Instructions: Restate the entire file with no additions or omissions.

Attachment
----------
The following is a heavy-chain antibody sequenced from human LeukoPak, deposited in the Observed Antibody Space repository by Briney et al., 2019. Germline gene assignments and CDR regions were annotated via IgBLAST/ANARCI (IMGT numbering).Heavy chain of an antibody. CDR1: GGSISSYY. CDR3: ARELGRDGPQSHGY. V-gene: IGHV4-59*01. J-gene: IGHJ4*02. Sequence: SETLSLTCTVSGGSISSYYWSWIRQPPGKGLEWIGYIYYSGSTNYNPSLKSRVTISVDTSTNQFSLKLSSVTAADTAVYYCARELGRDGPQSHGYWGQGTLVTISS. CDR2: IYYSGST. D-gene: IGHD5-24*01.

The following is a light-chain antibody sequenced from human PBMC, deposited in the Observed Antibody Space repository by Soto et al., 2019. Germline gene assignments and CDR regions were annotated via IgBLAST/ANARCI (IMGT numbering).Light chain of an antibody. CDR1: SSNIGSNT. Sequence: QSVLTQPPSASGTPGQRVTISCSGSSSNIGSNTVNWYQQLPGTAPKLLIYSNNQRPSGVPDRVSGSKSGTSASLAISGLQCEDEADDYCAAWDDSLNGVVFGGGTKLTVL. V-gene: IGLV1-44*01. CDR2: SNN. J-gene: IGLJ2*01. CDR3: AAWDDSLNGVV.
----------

The following is a heavy-chain antibody sequenced from human LeukoPak, deposited in the Observed Antibody Space repository by Briney et al., 2019. Germline gene assignments and CDR regions were annotated via IgBLAST/ANARCI (IMGT numbering).Heavy chain of an antibody. CDR1: GGSISSYY. CDR3: ARELGRDGPQSHGY. V-gene: IGHV4-59*01. J-gene: IGHJ4*02. Sequence: SETLSLTCTVSGGSISSYYWSWIRQPPGKGLEWIGYIYYSGSTNYNPSLKSRVTISVDTSTNQFSLKLSSVTAADTAVYYCARELGRDGPQSHGYWGQGTLVTISS. CDR2: IYYSGST. D-gene: IGHD5-24*01.

The following is a light-chain antibody sequenced from human PBMC, deposited in the Observed Antibody Space repository by Soto et al., 2019. Germline gene assignments and CDR regions were annotated via IgBLAST/ANARCI (IMGT numbering).Light chain of an antibody. CDR1: SSNIGSNT. Sequence: QSVLTQPPSASGTPGQRVTISCSGSSSNIGSNTVNWYQQLPGTAPKLLIYSNNQRPSGVPDRVSGSKSGTSASLAISGLQCEDEADDYCAAWDDSLNGVVFGGGTKLTVL. V-gene: IGLV1-44*01. CDR2: SNN. J-gene: IGLJ2*01. CDR3: AAWDDSLNGVV.